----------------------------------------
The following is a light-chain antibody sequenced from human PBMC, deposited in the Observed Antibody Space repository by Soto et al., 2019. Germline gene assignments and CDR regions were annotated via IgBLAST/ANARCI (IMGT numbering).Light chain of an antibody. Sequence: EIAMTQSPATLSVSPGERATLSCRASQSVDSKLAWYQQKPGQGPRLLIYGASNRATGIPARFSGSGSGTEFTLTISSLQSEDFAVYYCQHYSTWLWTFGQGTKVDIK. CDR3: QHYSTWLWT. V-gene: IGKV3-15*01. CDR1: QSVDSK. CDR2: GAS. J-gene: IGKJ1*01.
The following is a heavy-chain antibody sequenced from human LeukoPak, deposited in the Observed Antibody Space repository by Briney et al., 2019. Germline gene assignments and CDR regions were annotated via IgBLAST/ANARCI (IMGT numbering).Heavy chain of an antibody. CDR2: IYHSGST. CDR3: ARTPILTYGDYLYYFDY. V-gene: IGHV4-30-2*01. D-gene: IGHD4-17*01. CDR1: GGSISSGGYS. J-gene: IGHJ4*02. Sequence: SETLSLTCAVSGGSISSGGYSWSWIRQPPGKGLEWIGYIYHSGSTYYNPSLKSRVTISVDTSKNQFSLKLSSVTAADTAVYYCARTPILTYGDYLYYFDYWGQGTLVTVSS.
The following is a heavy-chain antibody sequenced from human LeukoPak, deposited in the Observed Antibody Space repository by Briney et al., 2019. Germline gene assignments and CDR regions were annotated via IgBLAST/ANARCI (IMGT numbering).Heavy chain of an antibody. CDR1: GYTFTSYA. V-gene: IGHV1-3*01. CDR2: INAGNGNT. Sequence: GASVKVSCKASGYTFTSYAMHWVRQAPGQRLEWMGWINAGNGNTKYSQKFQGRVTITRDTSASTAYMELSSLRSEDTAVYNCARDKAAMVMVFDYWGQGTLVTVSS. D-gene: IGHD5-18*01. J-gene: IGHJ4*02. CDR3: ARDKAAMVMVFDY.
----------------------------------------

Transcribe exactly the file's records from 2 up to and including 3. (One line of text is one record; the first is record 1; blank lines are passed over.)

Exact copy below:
The following is a heavy-chain antibody sequenced from human LeukoPak, deposited in the Observed Antibody Space repository by Briney et al., 2019. Germline gene assignments and CDR regions were annotated via IgBLAST/ANARCI (IMGT numbering).Heavy chain of an antibody. CDR2: IYHSGST. CDR3: ARTPILTYGDYLYYFDY. V-gene: IGHV4-30-2*01. D-gene: IGHD4-17*01. CDR1: GGSISSGGYS. J-gene: IGHJ4*02. Sequence: SETLSLTCAVSGGSISSGGYSWSWIRQPPGKGLEWIGYIYHSGSTYYNPSLKSRVTISVDTSKNQFSLKLSSVTAADTAVYYCARTPILTYGDYLYYFDYWGQGTLVTVSS.
The following is a heavy-chain antibody sequenced from human LeukoPak, deposited in the Observed Antibody Space repository by Briney et al., 2019. Germline gene assignments and CDR regions were annotated via IgBLAST/ANARCI (IMGT numbering).Heavy chain of an antibody. CDR1: GYTFTSYA. V-gene: IGHV1-3*01. CDR2: INAGNGNT. Sequence: GASVKVSCKASGYTFTSYAMHWVRQAPGQRLEWMGWINAGNGNTKYSQKFQGRVTITRDTSASTAYMELSSLRSEDTAVYNCARDKAAMVMVFDYWGQGTLVTVSS. D-gene: IGHD5-18*01. J-gene: IGHJ4*02. CDR3: ARDKAAMVMVFDY.